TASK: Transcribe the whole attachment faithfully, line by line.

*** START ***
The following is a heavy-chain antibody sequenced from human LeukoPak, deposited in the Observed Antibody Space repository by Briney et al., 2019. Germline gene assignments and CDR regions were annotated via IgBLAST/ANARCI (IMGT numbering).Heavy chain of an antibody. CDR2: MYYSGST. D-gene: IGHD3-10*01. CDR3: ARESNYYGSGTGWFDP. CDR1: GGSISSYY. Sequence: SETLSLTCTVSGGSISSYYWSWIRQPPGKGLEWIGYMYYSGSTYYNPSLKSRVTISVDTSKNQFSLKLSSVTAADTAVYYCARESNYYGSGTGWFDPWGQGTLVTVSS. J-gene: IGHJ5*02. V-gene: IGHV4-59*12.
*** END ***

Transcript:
The following is a heavy-chain antibody sequenced from human LeukoPak, deposited in the Observed Antibody Space repository by Briney et al., 2019. Germline gene assignments and CDR regions were annotated via IgBLAST/ANARCI (IMGT numbering).Heavy chain of an antibody. CDR2: MYYSGST. D-gene: IGHD3-10*01. CDR3: ARESNYYGSGTGWFDP. CDR1: GGSISSYY. Sequence: SETLSLTCTVSGGSISSYYWSWIRQPPGKGLEWIGYMYYSGSTYYNPSLKSRVTISVDTSKNQFSLKLSSVTAADTAVYYCARESNYYGSGTGWFDPWGQGTLVTVSS. J-gene: IGHJ5*02. V-gene: IGHV4-59*12.